Offering those opportunities to a wider swath of students is a relatively new development. “If a student is ready for college-level work, they should be doing college-level work — it’s that simple,” said Juan Salgado, the chancellor of City Colleges of Chicago, the city’s community college system.
Is it reasonable to expect a 15 or 16-year-old to learn like a college student?
Despite all of these benefits, whether a 15 or 16-year-old can be expected to learn like a college student is a valid question and one that high schools and colleges are actively working through.
At Michele Clark Academic Prep Magnet High School in Chicago, students taking courses over the summer at the local community college as part of the school’s dual enrollment program were accompanied by a teacher specifically hired to ride the bus, sit in on the students’ classes and tutor them.
The school came up with that idea after officials learned that some students struggled to adjust and a couple even failed their courses. “We were like ‘oh yeah they’re going, see y’all make me proud’ and they weren’t going,” said Charles Anderson, the school’s principal.
From that experience, the school learned they needed to better communicate with and support students who as teenagers may not fully understand what it means to be in college. For example, Anderson said, some students didn’t realize the difference between skipping a 50-minute course in high school and a 50-minute course in college. “In college, it’s like missing the whole week,” Anderson said.
The school developed more robust policies to monitor attendance, including requiring students to check out when they leave the high school and check in via email or Google
classroom when they arrive at the college campus.
By the time the students are seniors, Anderson said the school works to wean them off the hand holding — which is remarkably different from what they’ll experience in college — and “we keep trying to push them out of the nest.” That may mean checking in on their college grades, but not necessarily on attendance.
In order for students to get the most out of taking college courses in high school, experts agree that they should have a certain level of maturity. That includes having some sense of their college and even post-college plans, so they can choose courses that line up with those plans.
At Buffalo Grove High School, students choose a pathway, like health or criminal justice, as early as ninth grade. The pathways, which are part of an effort the district describes as “diploma plus,” all end in a dual-credit course and an internship.
At Buffalo Grove High School, students choose a pathway, like health or criminal justice, as early as ninth grade.
A couple of weeks before Thanksgiving, students wearing gear from the University of Minnesota, University of Michigan, University of Alabama and other colleges sat in groups on couches or at high-top tables working on a project for one of these dual-credit courses, principles of financial accounting.
The class, taught by a high school teacher, but managed by a local, private four-year university, National Louis, meets three days per week in a classroom emblazoned with the Buffalo Grove’s colors of orange and blue. But the teacher, Tom Mroz, who in addition to his high-school teaching credentials has an MBA and 18 credit hours of accounting graduate course work, tries to give it a college feel. Two days a week students can essentially use the class time as a free period. Homework is due every Sunday night.
On that November Monday, students were working together to evaluate client cases based on concepts they’d learned earlier in the course. Many said they ended up in the class because of an interest in accounting or business — a vocation practiced by their parents or a close relative.
“I want to study accounting and finance and that’s typically five years,” Zack Green, a senior said in between conferring with his group on the project. “Any time I can get off to reduce that would help me a ton.”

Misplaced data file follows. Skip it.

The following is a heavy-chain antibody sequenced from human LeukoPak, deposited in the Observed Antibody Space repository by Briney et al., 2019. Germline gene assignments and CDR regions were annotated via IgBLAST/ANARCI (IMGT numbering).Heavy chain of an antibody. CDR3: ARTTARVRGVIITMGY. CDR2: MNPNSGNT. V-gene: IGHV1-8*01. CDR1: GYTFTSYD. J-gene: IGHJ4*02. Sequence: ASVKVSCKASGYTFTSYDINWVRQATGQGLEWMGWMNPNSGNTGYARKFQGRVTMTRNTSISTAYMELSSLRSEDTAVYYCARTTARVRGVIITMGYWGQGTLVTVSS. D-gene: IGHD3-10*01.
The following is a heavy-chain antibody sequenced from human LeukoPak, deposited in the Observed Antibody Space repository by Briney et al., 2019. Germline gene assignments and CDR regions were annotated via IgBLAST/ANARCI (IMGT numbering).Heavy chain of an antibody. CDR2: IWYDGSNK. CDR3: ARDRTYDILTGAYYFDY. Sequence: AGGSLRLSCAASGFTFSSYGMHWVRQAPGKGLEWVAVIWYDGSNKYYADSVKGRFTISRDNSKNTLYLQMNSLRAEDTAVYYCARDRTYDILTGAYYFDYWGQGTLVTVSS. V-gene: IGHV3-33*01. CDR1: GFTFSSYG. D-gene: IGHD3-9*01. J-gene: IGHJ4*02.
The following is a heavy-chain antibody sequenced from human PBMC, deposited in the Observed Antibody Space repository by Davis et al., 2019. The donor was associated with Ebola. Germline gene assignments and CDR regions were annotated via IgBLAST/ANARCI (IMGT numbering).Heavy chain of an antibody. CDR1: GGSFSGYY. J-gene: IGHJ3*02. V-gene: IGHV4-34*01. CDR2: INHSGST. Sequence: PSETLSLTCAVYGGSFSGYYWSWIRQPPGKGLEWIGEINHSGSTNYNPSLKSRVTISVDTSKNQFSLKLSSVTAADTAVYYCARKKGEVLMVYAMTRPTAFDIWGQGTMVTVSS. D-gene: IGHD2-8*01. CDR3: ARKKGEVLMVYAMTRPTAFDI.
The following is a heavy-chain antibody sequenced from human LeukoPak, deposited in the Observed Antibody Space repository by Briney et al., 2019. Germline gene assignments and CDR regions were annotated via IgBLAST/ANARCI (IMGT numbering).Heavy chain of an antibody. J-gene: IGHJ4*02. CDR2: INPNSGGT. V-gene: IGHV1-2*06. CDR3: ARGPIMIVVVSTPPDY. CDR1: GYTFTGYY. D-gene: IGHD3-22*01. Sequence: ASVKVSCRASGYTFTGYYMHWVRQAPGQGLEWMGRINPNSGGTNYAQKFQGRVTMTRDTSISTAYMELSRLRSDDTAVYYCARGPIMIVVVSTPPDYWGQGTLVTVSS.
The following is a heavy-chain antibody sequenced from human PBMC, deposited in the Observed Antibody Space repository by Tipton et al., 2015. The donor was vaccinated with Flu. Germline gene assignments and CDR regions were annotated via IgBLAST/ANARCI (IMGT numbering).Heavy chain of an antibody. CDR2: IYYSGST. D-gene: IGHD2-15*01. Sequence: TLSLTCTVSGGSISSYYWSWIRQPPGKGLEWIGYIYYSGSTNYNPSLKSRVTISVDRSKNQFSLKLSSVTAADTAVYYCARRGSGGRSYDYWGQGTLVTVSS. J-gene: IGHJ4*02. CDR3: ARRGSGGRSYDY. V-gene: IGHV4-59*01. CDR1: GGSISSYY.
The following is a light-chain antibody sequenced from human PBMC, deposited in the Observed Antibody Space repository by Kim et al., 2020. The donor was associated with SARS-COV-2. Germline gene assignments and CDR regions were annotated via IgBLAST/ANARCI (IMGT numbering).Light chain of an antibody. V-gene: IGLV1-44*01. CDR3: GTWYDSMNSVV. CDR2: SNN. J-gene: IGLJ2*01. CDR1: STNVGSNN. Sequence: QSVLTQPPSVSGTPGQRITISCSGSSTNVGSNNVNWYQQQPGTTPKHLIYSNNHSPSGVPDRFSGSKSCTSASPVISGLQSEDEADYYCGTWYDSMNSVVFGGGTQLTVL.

‘In high school, I feel like they baby you’
Martin Lopez, a high school senior in Chicago, also zeroed in early on his career goals — he hopes to one day run a business selling clothes for plus-sized men or perhaps work at the intersection of business and law — and developed a plan to get there as fast as possible, he said in an interview last fall. Last year, he enrolled in a sequence of business courses at one of Chicago’s community colleges as part of the city’s Jumpstart to Jobs program, which allows high-school students to earn a basic certificate for free at City Colleges in one of nine career fields.
“Since I was little I’ve always wanted to be ahead of the game,” said Lopez, who has been taking extra courses online since his freshman year to move through high school faster.
Lopez, who watched his siblings struggle with student debt following college, said he feels lucky to have the opportunity to knock out some college courses for free. Still, he recognizes that what’s expected of him is different than that of a typical high-school student.
“In high school I feel like they baby you,” but in his college business course, where the students and teachers bantered back and forth about how their lessons on overtime laws would translate into their paychecks from Banana Republic
there’s no hand holding, Lopez said.
At some schools, officials are acutely aware of the challenges rushing through high school and college can pose to students. Garcia’s college graduation at 20 was made possible through an innovative partnership in El Paso, which provides a scholarship for high school students who complete their associate’s degree at the end of their junior year or middle of their senior year to take courses at the local four-year university, the University of Texas, El Paso.
In some cases, that could cut down the time they spend as a full-time college student to less than two years. That worries Paul Covey, the principal at Valle Verde Early College High School.
“There’s a whole social emotional growth aspect that I have a problem with,” Covey said. “I don’t think that college is completely expendable.”
And some of Covey’s students are already questioning what it might mean to leave college so young. This fall, Emily Early, a senior, said that she planned to attend a university where the bulk of her credits would transfer, graduating from college at age 20 and becoming a teacher.
She’d love to teach creative writing, but she wonders whether that’s realistic given that the course is typically offered to older high school students. “That’s teaching 17- and 18-year-olds as a 21-year-old,” she said. “That’s a scary thing.”